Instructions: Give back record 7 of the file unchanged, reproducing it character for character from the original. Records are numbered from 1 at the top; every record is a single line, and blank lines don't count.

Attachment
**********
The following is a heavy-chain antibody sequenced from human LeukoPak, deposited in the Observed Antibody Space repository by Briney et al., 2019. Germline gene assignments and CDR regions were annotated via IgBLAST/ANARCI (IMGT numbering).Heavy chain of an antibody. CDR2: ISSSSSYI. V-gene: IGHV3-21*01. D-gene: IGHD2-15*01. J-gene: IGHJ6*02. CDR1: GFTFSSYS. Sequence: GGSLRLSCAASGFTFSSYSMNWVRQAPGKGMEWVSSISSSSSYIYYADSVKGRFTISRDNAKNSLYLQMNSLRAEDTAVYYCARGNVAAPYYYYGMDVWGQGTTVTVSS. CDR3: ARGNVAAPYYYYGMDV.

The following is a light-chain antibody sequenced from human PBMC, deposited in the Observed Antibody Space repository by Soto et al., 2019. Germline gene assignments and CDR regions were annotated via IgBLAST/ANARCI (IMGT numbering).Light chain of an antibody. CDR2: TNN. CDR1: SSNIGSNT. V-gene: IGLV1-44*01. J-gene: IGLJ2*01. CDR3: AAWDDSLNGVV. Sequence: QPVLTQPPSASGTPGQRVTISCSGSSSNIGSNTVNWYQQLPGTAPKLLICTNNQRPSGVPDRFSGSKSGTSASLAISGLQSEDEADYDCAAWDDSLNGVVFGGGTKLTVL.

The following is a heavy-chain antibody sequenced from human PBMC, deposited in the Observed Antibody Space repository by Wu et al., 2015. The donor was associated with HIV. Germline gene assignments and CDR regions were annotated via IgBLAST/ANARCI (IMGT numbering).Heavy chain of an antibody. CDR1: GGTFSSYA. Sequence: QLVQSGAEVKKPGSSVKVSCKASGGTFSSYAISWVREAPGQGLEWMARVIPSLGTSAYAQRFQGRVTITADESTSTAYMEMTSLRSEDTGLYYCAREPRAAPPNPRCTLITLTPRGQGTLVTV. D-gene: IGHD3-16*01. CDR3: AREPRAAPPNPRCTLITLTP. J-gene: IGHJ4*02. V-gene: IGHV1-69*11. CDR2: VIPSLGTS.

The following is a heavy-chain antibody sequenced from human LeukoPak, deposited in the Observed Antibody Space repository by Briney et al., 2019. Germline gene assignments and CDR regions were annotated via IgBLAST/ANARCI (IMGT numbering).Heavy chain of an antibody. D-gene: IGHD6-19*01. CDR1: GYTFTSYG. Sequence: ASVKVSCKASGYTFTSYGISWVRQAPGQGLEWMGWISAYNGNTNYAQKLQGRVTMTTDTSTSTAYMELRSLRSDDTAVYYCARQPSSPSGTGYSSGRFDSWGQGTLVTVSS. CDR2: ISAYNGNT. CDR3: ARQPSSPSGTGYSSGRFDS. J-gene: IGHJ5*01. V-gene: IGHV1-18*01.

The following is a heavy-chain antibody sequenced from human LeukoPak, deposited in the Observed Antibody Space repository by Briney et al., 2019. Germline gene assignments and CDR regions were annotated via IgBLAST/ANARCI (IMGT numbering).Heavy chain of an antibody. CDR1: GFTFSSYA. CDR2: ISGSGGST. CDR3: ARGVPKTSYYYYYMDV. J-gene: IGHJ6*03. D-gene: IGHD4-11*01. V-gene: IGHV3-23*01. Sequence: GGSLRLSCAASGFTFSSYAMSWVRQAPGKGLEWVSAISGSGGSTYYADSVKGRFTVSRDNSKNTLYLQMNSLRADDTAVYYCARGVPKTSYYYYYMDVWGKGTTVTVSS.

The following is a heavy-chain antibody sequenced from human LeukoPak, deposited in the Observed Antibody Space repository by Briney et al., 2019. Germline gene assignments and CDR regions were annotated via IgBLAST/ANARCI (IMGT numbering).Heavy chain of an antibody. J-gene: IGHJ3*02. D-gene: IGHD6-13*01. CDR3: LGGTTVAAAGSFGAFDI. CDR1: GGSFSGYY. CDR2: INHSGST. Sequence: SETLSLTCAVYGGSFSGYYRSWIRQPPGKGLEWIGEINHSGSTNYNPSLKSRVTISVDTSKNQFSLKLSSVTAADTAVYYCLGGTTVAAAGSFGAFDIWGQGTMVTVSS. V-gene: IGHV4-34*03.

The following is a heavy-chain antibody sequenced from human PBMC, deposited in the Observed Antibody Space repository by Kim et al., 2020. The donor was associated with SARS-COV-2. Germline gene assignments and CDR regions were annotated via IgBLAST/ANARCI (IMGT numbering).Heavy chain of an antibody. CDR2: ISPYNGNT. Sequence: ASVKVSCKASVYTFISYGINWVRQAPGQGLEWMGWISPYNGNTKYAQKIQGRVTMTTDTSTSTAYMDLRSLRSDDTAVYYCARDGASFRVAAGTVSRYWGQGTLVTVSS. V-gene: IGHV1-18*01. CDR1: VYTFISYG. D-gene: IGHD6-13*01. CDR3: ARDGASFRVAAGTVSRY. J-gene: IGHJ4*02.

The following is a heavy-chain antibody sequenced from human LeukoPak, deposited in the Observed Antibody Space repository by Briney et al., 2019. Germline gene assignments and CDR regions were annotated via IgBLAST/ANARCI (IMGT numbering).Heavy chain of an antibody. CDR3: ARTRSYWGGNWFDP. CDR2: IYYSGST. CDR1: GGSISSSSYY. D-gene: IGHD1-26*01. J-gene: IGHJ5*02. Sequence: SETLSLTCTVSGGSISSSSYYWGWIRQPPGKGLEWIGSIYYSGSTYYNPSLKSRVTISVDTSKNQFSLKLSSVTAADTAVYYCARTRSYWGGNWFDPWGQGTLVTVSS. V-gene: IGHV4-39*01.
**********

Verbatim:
The following is a heavy-chain antibody sequenced from human PBMC, deposited in the Observed Antibody Space repository by Kim et al., 2020. The donor was associated with SARS-COV-2. Germline gene assignments and CDR regions were annotated via IgBLAST/ANARCI (IMGT numbering).Heavy chain of an antibody. CDR2: ISPYNGNT. Sequence: ASVKVSCKASVYTFISYGINWVRQAPGQGLEWMGWISPYNGNTKYAQKIQGRVTMTTDTSTSTAYMDLRSLRSDDTAVYYCARDGASFRVAAGTVSRYWGQGTLVTVSS. V-gene: IGHV1-18*01. CDR1: VYTFISYG. D-gene: IGHD6-13*01. CDR3: ARDGASFRVAAGTVSRY. J-gene: IGHJ4*02.